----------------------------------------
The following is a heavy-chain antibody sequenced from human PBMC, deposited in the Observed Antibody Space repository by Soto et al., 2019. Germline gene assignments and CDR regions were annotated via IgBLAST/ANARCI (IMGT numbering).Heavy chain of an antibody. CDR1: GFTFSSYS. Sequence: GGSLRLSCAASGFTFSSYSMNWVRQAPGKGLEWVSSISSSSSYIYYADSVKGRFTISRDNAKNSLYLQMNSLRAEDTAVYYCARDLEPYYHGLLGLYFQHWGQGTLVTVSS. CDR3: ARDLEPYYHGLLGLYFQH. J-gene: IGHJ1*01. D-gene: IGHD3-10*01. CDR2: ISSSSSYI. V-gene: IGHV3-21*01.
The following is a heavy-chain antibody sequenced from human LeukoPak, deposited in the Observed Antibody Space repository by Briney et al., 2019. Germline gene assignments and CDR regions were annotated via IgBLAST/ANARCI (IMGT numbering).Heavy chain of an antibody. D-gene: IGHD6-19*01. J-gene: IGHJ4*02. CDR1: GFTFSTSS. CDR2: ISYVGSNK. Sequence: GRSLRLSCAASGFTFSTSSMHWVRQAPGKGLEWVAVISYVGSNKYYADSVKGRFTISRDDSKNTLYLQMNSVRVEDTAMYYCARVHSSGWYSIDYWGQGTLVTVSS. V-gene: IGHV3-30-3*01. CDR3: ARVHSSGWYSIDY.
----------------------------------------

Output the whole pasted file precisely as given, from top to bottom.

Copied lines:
The following is a heavy-chain antibody sequenced from human PBMC, deposited in the Observed Antibody Space repository by Soto et al., 2019. Germline gene assignments and CDR regions were annotated via IgBLAST/ANARCI (IMGT numbering).Heavy chain of an antibody. CDR1: GFTFSSYS. Sequence: GGSLRLSCAASGFTFSSYSMNWVRQAPGKGLEWVSSISSSSSYIYYADSVKGRFTISRDNAKNSLYLQMNSLRAEDTAVYYCARDLEPYYHGLLGLYFQHWGQGTLVTVSS. CDR3: ARDLEPYYHGLLGLYFQH. J-gene: IGHJ1*01. D-gene: IGHD3-10*01. CDR2: ISSSSSYI. V-gene: IGHV3-21*01.
The following is a heavy-chain antibody sequenced from human LeukoPak, deposited in the Observed Antibody Space repository by Briney et al., 2019. Germline gene assignments and CDR regions were annotated via IgBLAST/ANARCI (IMGT numbering).Heavy chain of an antibody. D-gene: IGHD6-19*01. J-gene: IGHJ4*02. CDR1: GFTFSTSS. CDR2: ISYVGSNK. Sequence: GRSLRLSCAASGFTFSTSSMHWVRQAPGKGLEWVAVISYVGSNKYYADSVKGRFTISRDDSKNTLYLQMNSVRVEDTAMYYCARVHSSGWYSIDYWGQGTLVTVSS. V-gene: IGHV3-30-3*01. CDR3: ARVHSSGWYSIDY.